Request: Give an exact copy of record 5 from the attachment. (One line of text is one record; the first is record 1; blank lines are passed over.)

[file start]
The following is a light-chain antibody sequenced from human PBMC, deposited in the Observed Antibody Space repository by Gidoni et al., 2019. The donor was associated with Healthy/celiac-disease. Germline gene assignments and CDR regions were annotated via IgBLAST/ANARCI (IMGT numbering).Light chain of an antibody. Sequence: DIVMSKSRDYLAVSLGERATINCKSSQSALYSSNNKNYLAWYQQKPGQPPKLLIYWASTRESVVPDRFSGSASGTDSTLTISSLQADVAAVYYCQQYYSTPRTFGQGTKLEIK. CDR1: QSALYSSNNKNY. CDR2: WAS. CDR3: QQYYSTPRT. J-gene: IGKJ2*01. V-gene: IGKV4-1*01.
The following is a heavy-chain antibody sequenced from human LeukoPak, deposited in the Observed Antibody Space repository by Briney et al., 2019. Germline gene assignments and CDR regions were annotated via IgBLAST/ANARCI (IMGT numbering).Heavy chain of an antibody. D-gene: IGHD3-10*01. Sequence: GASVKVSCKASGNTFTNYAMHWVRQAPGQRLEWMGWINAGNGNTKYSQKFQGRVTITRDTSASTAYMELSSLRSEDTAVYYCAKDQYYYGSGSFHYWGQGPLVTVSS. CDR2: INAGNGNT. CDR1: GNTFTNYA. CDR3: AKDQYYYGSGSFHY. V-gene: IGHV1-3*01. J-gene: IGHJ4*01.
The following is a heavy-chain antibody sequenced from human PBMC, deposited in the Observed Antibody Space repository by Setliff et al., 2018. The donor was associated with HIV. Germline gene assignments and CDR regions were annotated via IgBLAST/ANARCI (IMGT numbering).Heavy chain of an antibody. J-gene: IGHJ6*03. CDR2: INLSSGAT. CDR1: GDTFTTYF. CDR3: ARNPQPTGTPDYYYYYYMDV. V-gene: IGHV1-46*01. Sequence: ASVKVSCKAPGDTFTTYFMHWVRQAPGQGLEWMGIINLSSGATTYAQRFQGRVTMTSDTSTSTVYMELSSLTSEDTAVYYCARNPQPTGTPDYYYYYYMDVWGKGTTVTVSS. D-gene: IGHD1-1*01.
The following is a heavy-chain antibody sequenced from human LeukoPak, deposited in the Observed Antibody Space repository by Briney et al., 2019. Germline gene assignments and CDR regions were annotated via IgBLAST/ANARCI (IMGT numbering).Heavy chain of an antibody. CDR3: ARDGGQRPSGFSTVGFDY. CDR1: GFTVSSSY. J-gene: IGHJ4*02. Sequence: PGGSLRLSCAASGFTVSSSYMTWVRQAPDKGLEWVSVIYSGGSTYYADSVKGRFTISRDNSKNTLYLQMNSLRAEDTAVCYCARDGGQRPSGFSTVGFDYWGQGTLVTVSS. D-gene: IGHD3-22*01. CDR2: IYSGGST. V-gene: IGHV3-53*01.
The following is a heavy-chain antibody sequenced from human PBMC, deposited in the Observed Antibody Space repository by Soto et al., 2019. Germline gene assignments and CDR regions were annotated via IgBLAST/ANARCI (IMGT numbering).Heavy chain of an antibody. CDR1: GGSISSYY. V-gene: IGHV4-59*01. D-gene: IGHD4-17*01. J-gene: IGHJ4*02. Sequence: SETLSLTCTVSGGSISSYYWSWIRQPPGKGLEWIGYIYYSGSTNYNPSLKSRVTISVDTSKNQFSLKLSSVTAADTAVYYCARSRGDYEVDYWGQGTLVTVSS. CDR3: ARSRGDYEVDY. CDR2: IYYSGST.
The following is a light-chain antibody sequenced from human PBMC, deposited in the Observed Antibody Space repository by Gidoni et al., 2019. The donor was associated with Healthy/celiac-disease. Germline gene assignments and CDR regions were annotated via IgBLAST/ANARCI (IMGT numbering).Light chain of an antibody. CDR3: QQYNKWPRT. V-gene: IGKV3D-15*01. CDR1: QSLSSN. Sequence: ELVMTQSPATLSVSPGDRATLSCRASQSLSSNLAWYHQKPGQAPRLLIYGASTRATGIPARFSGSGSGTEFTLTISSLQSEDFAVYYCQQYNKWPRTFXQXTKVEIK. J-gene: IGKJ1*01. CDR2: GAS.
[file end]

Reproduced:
The following is a heavy-chain antibody sequenced from human PBMC, deposited in the Observed Antibody Space repository by Soto et al., 2019. Germline gene assignments and CDR regions were annotated via IgBLAST/ANARCI (IMGT numbering).Heavy chain of an antibody. CDR1: GGSISSYY. V-gene: IGHV4-59*01. D-gene: IGHD4-17*01. J-gene: IGHJ4*02. Sequence: SETLSLTCTVSGGSISSYYWSWIRQPPGKGLEWIGYIYYSGSTNYNPSLKSRVTISVDTSKNQFSLKLSSVTAADTAVYYCARSRGDYEVDYWGQGTLVTVSS. CDR3: ARSRGDYEVDY. CDR2: IYYSGST.